Provocate’s upcoming VaxEnomicTM Forecaster for business shows children and teens (0–19, 5,554) also accounted for more new cases nationally than over-40s combined (40–95+; 5,510) since the national cabinet decided to start reopening domestic and international borders at 70% and 80% of adults fully vaccinated.
Provocate managing director Troy Bilsborough said the politics of sick children meant business should be cautious banking on a December quarter reopening, even if adult vaccination targets were met.
Mr Bilsborough, a former senior adviser to the Federal Health & Aged Care Minister (2014–2017), said reopening would ultimately rely on the federal government having to mount a “chicken pox defence — better to catch it young than old” — a difficult task with a federal election looming between now and May.
Mr Bilsborough recommended the national cabinet agree on a hard date, such as 80% of first adult doses, to reassess current targets and avoid any last-minute political capitulations and Christmas cancellations.
“Australia’s major capital cities have been in a state of rolling lockdowns since the federal budget was handed down in May at a cost of over $2 billion per week to the economy,” Mr Bilsborough said.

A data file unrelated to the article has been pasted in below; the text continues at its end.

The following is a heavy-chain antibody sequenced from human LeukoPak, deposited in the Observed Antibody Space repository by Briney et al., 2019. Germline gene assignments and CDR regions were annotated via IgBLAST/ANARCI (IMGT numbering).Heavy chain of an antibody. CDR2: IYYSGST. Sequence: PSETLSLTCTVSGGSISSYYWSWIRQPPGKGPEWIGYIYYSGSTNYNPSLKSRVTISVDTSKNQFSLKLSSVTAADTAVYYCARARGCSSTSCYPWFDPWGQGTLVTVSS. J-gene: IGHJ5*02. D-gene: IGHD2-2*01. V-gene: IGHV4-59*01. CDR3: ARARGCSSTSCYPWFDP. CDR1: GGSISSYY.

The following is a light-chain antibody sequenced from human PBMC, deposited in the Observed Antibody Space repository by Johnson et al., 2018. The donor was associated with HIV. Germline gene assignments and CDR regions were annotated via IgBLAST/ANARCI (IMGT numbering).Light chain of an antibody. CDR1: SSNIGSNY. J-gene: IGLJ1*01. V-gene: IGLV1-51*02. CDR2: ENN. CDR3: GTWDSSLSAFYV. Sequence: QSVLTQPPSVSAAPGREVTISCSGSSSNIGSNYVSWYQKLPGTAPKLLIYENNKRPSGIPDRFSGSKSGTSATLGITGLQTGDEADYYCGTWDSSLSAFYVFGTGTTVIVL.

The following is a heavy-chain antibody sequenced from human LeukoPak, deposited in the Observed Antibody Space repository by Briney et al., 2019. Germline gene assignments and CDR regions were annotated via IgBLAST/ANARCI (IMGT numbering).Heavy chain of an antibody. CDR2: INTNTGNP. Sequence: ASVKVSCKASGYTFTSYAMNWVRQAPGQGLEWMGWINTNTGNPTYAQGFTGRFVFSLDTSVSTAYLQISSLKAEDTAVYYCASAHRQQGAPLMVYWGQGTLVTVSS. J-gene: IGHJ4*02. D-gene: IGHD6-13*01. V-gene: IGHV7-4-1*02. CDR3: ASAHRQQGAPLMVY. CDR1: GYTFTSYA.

“It’s therefore logical that both the national budget — and those of business — cannot afford to remain closed during the December quarter, which is likely to decide whether Australia re-enters recession.”
However, children’s COVID cases have also grown by 131% — faster than any other age group — in the two months since.
Mr Bilsborough said current national cabinet plans for reopening at 80% assume the economic risk of keeping international borders and businesses closed is greater than children catching — and dying — from COVID.
“Fully vaccinating 70% and 80% of adults also only equals 56% and 64% of the whole population, leaving 4 million children at increased exposure to COVID without the same vaccine protections,” he said.
“As logical as low child COVID death rates may be, business must account for the fact no federal government wants to enter an election being accused of creating a generation of COVID kids.
“Ultimately, electionomics, not epidemiologists and economists, will end up deciding whether Australia reopens state and international borders before Christmas without children vaccinated.”
Overall, young people under 19 made up one-third of the 17,780 new COVID cases between 29 June 2021 and 28 August 2021 — when the Delta strain started taking hold in Sydney — seeing national cases increase from 30,562 to 48,342 (55%).
The number of children’s cases increased from 1,700 to 3,933 (0–9; 131% increase) and 2,500 to 5,520 (10–19, 121% increase) to the fourth and fifth-highest number of cases by age group, respectively. The highest number of cases remains in young people aged 20–29 (10,603, 58% increase), 30–39 (8,452, 54% increase) and 40–49 (5,946, 52% increase).